Astronomers find proof that Milky Way has hot corona
Jan. 12, 2000
With the help of a new satellite capable of finding the telltale, superheated gas created by stars that exploded long ago, scientists have confirmed a four-decade-old theory that the Milky Way is swathed in a corona of hot gas.
Exploding stars or supernovas in the Milky Way are thought to be the primary mechanism by which hot gas is blasted from the plane of the galaxy into its halo or corona. The idea that our galaxy is swathed in gas as hot as half-a-million degrees Fahrenheit has been around for about 45 years, but was only recently firmed up with evidence obtained by UW-Madison astronomers using NASA's new FUSE satellite.
(Animation courtesy of NASA)
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The discovery is important because it provides strong evidence that supernovas continuously pump extremely hot gas atoms high into the galactic halo, a nebulous region far above the plane of the galaxy. It fleshes out astronomers' ideas of how the material that makes up all the stars in the galaxy is recycled and confirms a hypothesis that the galaxy has a hot corona or halo, an idea first postulated nearly 45 years ago by renowned astronomer Lyman Spitzer.
The new finding was based on data from NASA's new Far Ultraviolet Spectroscopic Explorer (FUSE) satellite and was presented in Atlanta today at a meeting of the American Astronomical Society by Blair D. Savage, an astronomer from UW-Madison.
The existence and origin of hot gas in the halo of the Milky Way, said Savage, has been the subject of polite debate among astronomers since Spitzer proposed the idea in a pioneering paper in 1956. Previous observations hinted at the presence of the gas, but convincing evidence has now emerged with observations from FUSE, which show the presence in the corona of an oxygen atom known as oxygen VI.
With FUSE's ability to sample ultraviolet light in a nearly unexplored region of the electromagnetic spectrum, Savage and his collaborators captured light from distant quasars and other energetic extragalactic sources that had passed through the clouds. With this technique, the astronomers were able to infer the presence in the halo of oxygen VI and obtain its diagnostic spectral signature.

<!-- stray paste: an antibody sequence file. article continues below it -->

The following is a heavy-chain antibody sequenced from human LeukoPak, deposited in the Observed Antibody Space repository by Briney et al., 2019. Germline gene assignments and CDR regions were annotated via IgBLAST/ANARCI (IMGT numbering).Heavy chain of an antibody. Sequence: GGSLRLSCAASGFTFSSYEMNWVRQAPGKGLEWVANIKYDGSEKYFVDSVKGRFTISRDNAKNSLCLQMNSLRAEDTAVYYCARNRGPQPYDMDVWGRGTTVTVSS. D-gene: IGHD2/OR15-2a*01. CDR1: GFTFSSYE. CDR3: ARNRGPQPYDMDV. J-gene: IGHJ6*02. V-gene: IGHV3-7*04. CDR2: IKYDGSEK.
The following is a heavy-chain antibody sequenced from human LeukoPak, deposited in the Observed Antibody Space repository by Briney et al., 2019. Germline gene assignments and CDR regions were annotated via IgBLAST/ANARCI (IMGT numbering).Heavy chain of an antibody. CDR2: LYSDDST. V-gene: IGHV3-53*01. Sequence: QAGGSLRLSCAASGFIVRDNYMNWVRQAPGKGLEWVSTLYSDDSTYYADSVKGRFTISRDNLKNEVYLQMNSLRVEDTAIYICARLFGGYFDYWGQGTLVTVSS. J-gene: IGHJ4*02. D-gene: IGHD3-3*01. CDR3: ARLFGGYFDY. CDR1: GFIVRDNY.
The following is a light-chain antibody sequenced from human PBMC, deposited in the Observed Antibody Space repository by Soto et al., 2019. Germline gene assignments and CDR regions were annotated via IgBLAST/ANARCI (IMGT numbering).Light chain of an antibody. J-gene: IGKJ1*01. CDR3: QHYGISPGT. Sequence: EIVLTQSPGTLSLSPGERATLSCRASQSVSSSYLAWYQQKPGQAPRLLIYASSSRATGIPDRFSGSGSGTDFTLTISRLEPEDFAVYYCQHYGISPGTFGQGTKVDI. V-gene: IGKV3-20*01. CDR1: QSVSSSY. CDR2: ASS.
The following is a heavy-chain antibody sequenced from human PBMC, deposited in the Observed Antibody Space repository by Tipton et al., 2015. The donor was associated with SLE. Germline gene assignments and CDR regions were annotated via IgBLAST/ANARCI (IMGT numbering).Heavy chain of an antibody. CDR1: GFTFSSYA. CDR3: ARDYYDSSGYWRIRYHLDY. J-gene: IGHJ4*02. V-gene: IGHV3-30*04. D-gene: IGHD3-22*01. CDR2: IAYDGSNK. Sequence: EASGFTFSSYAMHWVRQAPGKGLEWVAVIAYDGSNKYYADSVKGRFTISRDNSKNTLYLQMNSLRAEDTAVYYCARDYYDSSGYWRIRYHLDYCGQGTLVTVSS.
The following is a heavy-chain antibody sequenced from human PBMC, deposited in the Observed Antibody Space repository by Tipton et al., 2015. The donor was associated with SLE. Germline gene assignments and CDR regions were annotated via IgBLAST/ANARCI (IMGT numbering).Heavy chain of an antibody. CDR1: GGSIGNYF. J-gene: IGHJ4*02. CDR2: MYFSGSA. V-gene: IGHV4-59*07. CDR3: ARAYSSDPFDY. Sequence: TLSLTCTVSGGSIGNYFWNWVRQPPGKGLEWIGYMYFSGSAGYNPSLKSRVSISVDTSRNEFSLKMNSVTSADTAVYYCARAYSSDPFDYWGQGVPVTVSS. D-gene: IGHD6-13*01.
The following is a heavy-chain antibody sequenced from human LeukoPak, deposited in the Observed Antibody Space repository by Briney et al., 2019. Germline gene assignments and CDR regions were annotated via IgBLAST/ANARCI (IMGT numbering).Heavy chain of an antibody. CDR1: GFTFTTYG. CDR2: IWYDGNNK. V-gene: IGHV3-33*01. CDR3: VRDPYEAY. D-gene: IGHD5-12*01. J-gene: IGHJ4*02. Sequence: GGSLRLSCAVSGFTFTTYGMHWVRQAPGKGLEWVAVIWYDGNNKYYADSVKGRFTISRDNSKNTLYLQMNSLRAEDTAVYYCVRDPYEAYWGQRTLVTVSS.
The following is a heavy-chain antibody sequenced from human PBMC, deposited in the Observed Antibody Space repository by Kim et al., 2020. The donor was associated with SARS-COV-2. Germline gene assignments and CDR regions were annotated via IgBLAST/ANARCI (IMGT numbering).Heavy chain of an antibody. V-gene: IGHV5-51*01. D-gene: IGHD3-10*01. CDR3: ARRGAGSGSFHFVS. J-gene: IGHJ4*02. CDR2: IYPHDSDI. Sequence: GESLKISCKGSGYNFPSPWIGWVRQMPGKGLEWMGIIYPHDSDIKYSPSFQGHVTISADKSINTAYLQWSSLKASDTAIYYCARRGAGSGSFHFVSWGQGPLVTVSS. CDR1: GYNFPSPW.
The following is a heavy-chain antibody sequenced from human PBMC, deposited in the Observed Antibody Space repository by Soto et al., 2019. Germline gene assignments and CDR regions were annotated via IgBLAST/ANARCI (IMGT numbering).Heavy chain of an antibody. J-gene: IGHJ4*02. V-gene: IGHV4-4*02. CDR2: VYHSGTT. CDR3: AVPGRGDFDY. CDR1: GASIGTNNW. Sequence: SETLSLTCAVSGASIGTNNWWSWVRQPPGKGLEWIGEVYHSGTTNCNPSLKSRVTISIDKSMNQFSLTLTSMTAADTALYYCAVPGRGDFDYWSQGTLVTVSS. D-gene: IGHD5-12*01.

"Oxygen VI is a very sensitive probe and almost certainly indicates the existence of gas with temperatures approaching half a million degrees Fahrenheit," said Savage of the ionized oxygen atoms.
Oxygen is ubiquitous in the galaxy, and oxygen VI, said Savage, is an extremely important diagnostic because it can shed light on the violent processes of star death. The atoms observed by FUSE are believed to have been heated by supernova explosions to extremely high temperatures and blasted from the star-rich plane of the galaxy to its halo in a fountain of gas.
"One can gain many clues to how the galaxy works by studying gas like this," said Savage, who noted that atmospheric scientists gain important insights into Earth's climate and weather by studying aspects of the planet's upper atmosphere. Similar insights into the intricate workings of the galaxy can be derived from a better understanding of the nature and composition of the galactic halo.
The clouds of ionized oxygen appear in almost all directions and extend as much as 5,000 to 10,000 light years away from the plane of the Milky Way, the region of the galaxy where most stars and other objects reside. The astronomers used the ultraviolet light from a dozen distant but very energetic objects - quasars and active galactic nuclei - like flashlights to shine through the gas clouds. Because light is absorbed at certain known wavelengths by elements such as oxygen along a line of sight to a distant light source, astronomers can deduce features that would otherwise be hidden from view.
"We can see the absorption of light by highly ionized oxygen, and what we are seeing tells us there is a lot of it out there, that it is irregular in its distribution," said Savage. "There is more in some directions than others."
Some astronomers had believed that the gas in the halo might be far colder. The fact that the FUSE results confirm that the gas is hot and extends great distances away from the disk, tells astronomers something about how it got there.
"When a star explodes, it heats the gas around it to a high temperature, creating pressure which pushes the gas up beyond the plane of the galaxy," explained Savage.
The gas bursts out of the plane of the galaxy in what astronomers call a "galactic fountain." Over time, the gas cools and flows back toward the plane of the galaxy where it becomes the raw material for new stars.
FUSE, launched into Earth orbit in June of 1999, is designed to sample light in the ultraviolet region of the electromagnetic spectrum. Such light is impossible to detect from Earth and must be captured from telescopes launched above the Earth's atmosphere. Instead of taking pictures like conventional telescopes, the satellite looks at spectra, the constituent wavelengths of light.
FUSE was built and is operated by The Johns Hopkins University for NASA in collaboration with the space agencies of Canada and France, the University of Colorado and the University of California at Berkeley.
Savage, a University of Wisconsin-Madison professor of astronomy, is a FUSE co-investigator and a recognized authority on the halo of the Milky Way. He directed the FUSE observations that led to the discovery of the hot ionized gas in the galaxy's corona.